by Dirk Ehnts
More than two years ago, the IMF published an article on why Eastern Europe is not following the script from the Asian crisis. Ajai Chopra argued that some exchange rate flexibility might be good in a crisis, if balance sheets’ liability sides are not dominated by foreign currencies. Lately, the Central and Eastern European countries (CEECs) found themselves in more and deeper trouble, as the FT reports. Austrian banks limit their lending, two Baltic banks go bust, the dynamics are frightening. Click on map for larger image.
The ongoing crisis of the euro seems to have caused the recent signal of retreat in the CEECs. Since banks are required to hold more equity, some of them cannot uphold their loan portfolios in the east. Until now, the Vienna Initiative saved the CEECs from repeating the Asia ’97 script, as the NY Times reminded us some weeks ago:
In March 2009 about 40 bankers and government officials crowded into a classroom at an economic institute in Vienna to talk about how they might save Eastern Europe from financial Armageddon.
In the months that followed they forged a pact that became known as the Vienna Initiative, which is widely credited with preventing a bank run and economic catastrophe in new members of the European Union like Hungary and Romania.
Lending in foreign currency is one of the biggest problems in the CEECs. Attracted by low interest rates in Switzerland and the euro zone, many borrowed in Swiss francs or euros. Lending in foreign currency is what constitutes the ‘original sin‘ in development economics. You are dependent on getting your hands on foreign currency to repay loans, and there is some exchange rate risk involved.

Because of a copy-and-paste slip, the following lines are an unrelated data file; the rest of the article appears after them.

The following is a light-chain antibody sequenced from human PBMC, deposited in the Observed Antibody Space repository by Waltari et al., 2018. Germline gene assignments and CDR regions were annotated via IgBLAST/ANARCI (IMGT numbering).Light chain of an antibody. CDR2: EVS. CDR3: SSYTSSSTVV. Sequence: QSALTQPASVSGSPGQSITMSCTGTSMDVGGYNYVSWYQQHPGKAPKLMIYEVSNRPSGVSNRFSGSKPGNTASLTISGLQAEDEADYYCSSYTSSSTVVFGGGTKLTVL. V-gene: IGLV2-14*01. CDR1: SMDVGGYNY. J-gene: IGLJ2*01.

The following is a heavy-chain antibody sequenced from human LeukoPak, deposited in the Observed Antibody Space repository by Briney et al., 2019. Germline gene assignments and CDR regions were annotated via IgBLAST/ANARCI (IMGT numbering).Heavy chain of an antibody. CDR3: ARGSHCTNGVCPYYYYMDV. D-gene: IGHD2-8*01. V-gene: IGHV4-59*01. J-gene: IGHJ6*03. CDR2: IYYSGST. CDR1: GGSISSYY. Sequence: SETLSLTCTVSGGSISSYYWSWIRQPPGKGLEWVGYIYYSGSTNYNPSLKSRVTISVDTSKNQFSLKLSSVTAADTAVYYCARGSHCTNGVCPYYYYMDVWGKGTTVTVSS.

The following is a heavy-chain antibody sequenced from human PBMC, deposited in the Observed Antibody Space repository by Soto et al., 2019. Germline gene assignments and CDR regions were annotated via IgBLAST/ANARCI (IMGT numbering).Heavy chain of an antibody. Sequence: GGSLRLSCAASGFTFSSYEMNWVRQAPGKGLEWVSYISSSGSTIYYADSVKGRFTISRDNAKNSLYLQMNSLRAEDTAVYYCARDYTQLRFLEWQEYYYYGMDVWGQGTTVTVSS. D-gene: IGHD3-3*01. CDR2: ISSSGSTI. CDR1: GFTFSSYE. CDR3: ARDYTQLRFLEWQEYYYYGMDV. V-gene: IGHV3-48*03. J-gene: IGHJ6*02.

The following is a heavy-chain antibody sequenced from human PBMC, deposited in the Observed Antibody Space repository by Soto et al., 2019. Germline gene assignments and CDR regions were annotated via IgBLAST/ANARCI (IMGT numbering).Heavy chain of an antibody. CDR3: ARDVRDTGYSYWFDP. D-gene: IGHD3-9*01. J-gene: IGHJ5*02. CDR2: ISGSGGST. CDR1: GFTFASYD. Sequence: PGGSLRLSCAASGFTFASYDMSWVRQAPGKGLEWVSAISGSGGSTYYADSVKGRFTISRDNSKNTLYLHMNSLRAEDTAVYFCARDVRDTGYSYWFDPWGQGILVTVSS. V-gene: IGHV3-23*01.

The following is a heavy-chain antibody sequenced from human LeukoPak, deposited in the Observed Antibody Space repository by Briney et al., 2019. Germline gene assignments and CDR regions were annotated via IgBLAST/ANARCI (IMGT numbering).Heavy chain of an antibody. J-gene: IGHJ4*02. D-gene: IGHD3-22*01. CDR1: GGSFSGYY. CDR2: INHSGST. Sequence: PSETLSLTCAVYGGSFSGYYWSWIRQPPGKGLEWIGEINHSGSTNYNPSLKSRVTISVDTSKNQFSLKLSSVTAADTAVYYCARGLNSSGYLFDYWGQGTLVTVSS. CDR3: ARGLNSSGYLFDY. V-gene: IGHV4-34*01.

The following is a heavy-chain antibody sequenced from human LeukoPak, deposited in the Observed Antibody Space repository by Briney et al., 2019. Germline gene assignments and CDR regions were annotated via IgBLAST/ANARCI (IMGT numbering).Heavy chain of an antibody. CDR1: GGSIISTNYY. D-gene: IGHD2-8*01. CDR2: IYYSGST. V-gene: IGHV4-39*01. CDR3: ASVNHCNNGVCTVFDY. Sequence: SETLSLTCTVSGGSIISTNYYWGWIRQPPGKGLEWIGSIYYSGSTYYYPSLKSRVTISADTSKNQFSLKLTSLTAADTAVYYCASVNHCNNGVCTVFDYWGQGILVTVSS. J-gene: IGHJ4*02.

From the banks perspectives, increasing the risk of the borrower made sense because the loans gets fatter and so do the commissions. As long as the borrowers repay, everything is fine. When finally the exchange rate collapses or exports collapse, the increase in risk has finally turned a good into a bad loan. Time to socialize losses, with the sovereign bailing out the domestic banks via which the households borrowed in foreign currency. The increase in sovereign debt will make the CEECs dependent on the same banks that financed this lending in the first place. Which will demand austerity.
If the CEECs are let down, nobody there will want to borrow in euros anymore. At least no one in the real economy, as there are always speculators willing to borrow at low interest rates and do the carry trade. One of the problems in Europe is an abundance of (notional) savings, and not enough vehicles to translate these savings into investments. (This reminds me of the baby-sitting coop article by Paul Krugman.) Another problem is a lack of demand. A meltdown of the CEECs would – apart from the dire consequences there – make both things worse for the rest of Europe.
About the Author
Dr. Dirk Ehnts is a research assistant at the Carl-von-Ossietzky University of Oldenburg (Germany). His focus is on economic integration and economic geography, covering trade, macro and development. He is working at the chair for international economics since 2006 and has recently co-authored a book on Innovation and International Economic Relations (in German). Ehnts has written at his own blog since 2007: Econblog 101. Curriculum Vitae.